An emerging market economy can be understood as an economy in a stage of transition—one moving away from the rationale of closed isolationism and embracing an open market. Traditionally, emerging market economies are those which move rapidly from being closed off from the world to those with drastically reformed economic development programs. Examples of such economies are varied and include countries such as the former Soviet Union, Brazil, India, China, the Czech Republic, South Africa, Pakistan, and Vietnam. [See BRIC]
Emerging market economies can be characterized by a number of things, including an increase in investment activity. The addition of foreign currency into an emerging economy is integral to the continued growth and development of such an economy.
Foreign investment is of benefit to both the emerging economies and to investors. For the emerging economy, foreign investment signifies an international interest in the natural resources and increased productivity of the market in question. For the investor, the interest of foreign businesses and governments notes the increasing stability of the market in question and a potentially beneficial investment opportunity.
Although the injection of foreign currency into emerging economies results in the developing stability of that market, there is a degree of risk inherent in emerging market economies. As such, you should seriously consider whether you are willing to take on the added risk of such an investment.
There is always the possibility that an emerging market could relapse into a state of conflict brought on by regional, political, or religious interests. However, many of the disadvantages of the increased risk inherent in such an investment are outweighed by the varied advantages that are available to you.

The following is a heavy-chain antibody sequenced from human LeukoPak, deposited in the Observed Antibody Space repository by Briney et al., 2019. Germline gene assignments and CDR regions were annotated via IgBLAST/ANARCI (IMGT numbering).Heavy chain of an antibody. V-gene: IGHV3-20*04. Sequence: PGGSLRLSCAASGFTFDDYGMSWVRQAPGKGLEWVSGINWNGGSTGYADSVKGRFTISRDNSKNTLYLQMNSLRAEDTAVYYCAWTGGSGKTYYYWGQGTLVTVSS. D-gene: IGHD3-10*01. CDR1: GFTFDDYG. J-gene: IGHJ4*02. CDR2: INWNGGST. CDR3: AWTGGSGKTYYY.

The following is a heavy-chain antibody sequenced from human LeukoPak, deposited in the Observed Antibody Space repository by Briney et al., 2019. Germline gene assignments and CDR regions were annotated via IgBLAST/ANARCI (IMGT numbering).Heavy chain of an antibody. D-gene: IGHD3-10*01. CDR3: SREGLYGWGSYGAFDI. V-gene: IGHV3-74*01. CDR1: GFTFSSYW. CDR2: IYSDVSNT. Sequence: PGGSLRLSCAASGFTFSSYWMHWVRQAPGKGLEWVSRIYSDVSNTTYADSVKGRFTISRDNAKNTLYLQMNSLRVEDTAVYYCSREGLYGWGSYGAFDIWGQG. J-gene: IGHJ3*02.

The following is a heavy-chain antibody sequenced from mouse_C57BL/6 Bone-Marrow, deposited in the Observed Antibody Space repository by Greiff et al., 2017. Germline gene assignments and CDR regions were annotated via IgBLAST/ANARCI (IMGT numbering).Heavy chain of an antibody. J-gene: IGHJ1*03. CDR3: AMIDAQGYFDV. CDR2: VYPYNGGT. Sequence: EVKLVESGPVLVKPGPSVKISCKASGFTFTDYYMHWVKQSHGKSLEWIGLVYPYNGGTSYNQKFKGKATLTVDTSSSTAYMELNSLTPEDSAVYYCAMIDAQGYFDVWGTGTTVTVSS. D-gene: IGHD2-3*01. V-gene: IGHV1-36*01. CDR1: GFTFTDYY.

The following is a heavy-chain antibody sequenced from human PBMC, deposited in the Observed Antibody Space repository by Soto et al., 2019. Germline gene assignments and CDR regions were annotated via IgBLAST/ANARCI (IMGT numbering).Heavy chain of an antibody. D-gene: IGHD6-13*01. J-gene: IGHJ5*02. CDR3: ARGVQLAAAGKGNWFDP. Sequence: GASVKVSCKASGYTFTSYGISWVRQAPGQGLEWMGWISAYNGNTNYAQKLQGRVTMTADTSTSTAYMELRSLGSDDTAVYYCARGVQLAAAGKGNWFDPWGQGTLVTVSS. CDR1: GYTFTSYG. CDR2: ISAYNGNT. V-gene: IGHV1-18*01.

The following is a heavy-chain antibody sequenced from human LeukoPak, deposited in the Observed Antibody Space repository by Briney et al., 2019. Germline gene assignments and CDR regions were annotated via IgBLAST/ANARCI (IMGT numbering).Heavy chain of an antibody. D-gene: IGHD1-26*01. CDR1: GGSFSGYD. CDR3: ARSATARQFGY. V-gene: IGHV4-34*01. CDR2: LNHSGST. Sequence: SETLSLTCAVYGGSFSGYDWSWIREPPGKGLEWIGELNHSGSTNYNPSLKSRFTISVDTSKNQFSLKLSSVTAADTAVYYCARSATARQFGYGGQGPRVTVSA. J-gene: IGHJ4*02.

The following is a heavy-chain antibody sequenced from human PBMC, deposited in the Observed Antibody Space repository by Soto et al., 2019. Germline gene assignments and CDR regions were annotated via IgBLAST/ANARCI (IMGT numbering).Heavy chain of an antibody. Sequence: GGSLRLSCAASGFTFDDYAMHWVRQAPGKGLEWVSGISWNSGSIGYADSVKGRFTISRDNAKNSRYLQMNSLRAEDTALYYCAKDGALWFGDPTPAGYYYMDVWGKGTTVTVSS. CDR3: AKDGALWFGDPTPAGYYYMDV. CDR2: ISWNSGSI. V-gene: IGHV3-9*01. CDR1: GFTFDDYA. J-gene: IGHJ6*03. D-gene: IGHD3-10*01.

Investment in emerging economies has become a favorite of corporations looking to avoid the increasingly stringent IRS regulations. As such, you would be privy to the tax advantages that go hand in hand with a foreign investment. Such advantages include generous tax rates that are designed to entice you as an investor, while providing the market in question with foreign capital with which it can further develop its economy.
As you consider whether investing in emerging economies is the right direction for your portfolio, it would be wise to consider some of the more successful emerging markets in the world. Of the countries mentioned above in the first paragraph, Brazil, Vietnam, China, India, and Pakistan each have a unique characteristic.
As these markets are in a sense more developed than many others, they have increasingly sophisticated infrastructure to accommodate the facilities needed for foreign investment. As such, you should look particularly closely at markets such as these as they do not require huge expenditures of capital to merely enter the market.
As a whole, emerging economies present a uniquely challenging investment opportunity that presents both moderate risk and the chance for financial success. You should seriously consider the risks inherent in such an investment and decide whether it is the direction you would like your portfolio to take.
For the right individual or organization, well educated and versed in both the risks and rewards of such an investment, an emerging market economy might be a good choice to consider as part of a sound portfolio diversification strategy.